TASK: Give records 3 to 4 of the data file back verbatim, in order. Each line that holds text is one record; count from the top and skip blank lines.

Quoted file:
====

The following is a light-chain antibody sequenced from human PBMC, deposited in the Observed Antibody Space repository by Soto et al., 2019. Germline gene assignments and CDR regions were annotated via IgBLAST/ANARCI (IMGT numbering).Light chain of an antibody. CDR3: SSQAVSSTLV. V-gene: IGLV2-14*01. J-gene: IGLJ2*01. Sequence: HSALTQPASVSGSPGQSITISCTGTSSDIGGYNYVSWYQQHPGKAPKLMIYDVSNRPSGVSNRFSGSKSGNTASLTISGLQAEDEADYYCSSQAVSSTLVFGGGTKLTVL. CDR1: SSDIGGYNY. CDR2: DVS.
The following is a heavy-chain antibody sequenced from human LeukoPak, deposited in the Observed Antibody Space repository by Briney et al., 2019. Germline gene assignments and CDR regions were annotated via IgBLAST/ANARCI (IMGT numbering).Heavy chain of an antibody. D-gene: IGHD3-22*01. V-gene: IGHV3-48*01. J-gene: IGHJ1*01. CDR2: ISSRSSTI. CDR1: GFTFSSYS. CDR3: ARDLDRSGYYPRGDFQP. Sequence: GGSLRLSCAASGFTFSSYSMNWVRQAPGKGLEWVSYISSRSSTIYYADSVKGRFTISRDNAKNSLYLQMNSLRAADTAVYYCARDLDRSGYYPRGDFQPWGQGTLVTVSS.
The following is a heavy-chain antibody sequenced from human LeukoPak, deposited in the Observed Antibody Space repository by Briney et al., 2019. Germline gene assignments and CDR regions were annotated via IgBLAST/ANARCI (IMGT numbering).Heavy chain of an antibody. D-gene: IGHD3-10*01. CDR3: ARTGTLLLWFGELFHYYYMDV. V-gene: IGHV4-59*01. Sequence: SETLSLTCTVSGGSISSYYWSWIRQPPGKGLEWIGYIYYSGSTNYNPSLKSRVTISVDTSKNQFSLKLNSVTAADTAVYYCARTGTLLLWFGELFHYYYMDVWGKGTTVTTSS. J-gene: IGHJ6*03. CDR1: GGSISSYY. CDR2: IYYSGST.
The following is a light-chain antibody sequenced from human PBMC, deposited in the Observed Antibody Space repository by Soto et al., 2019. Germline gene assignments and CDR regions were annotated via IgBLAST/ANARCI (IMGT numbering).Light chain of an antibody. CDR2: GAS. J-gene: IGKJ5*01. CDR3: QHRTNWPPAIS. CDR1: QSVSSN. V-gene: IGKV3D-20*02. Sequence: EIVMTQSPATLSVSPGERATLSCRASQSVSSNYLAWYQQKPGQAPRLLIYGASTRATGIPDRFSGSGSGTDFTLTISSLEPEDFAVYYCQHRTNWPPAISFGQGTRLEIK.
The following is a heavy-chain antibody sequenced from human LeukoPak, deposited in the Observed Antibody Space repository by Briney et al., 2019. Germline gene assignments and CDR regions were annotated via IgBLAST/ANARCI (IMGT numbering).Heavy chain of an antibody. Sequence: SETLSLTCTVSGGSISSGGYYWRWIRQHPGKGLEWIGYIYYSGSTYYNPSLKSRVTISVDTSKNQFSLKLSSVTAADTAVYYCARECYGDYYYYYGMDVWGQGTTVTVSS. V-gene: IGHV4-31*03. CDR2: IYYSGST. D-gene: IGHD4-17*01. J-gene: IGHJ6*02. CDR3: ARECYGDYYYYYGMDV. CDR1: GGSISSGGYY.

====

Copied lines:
The following is a heavy-chain antibody sequenced from human LeukoPak, deposited in the Observed Antibody Space repository by Briney et al., 2019. Germline gene assignments and CDR regions were annotated via IgBLAST/ANARCI (IMGT numbering).Heavy chain of an antibody. D-gene: IGHD3-10*01. CDR3: ARTGTLLLWFGELFHYYYMDV. V-gene: IGHV4-59*01. Sequence: SETLSLTCTVSGGSISSYYWSWIRQPPGKGLEWIGYIYYSGSTNYNPSLKSRVTISVDTSKNQFSLKLNSVTAADTAVYYCARTGTLLLWFGELFHYYYMDVWGKGTTVTTSS. J-gene: IGHJ6*03. CDR1: GGSISSYY. CDR2: IYYSGST.
The following is a light-chain antibody sequenced from human PBMC, deposited in the Observed Antibody Space repository by Soto et al., 2019. Germline gene assignments and CDR regions were annotated via IgBLAST/ANARCI (IMGT numbering).Light chain of an antibody. CDR2: GAS. J-gene: IGKJ5*01. CDR3: QHRTNWPPAIS. CDR1: QSVSSN. V-gene: IGKV3D-20*02. Sequence: EIVMTQSPATLSVSPGERATLSCRASQSVSSNYLAWYQQKPGQAPRLLIYGASTRATGIPDRFSGSGSGTDFTLTISSLEPEDFAVYYCQHRTNWPPAISFGQGTRLEIK.